Kevin had a similar experience. Through his relationship with Angel Investor Forum, he connected with John Owen, the founding CFO of JetBlue Airlines. John became an investor in Biorez, and Kevin recalls, “I’m a young engineer, and John brings this whole wealth of knowledge that I knew nothing about. I couldn’t pay John enough money to provide the help that I needed, for it to be worth it to him. But, after investing, he wanted to help me because he was motivated to help make his own investment succeed.”
““If you engage, and you listen, you’ll gain a lot of value from your investors.””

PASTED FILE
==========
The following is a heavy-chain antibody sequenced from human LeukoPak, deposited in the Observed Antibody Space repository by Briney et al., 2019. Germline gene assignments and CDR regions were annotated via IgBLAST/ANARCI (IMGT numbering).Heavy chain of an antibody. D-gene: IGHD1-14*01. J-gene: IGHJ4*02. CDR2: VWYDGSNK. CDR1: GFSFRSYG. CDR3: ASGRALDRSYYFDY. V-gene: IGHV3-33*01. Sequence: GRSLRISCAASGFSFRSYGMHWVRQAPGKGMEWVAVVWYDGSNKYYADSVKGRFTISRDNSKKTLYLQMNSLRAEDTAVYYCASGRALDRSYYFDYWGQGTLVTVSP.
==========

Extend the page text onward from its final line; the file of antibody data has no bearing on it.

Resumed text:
Investors as Partners
However, Mike Kalen pointed out that not all entrepreneurs are able to develop the rapport with their investors required for that type of mentoring. He says, “Investors evaluate the strength of the management team first. You have to believe in the management team. And, one of the characteristics of a good manager is an ability to engage advisors.” He’s seen the value of making the time and effort to engage advisors, and keep them invested in his own company’s success, first-hand.
Mike says, “The model that I use is that we gave a lot of smart, well-known Wall Street people equity in our company early on, in exchange for serving on our 10-person advisory board.” But keeping a group like this engaged also takes a significant amount of intentional and sustained effort. Mike says, “We have a meeting every year. We provide quarterly updates and offer opportunities to connect with us for more detail.”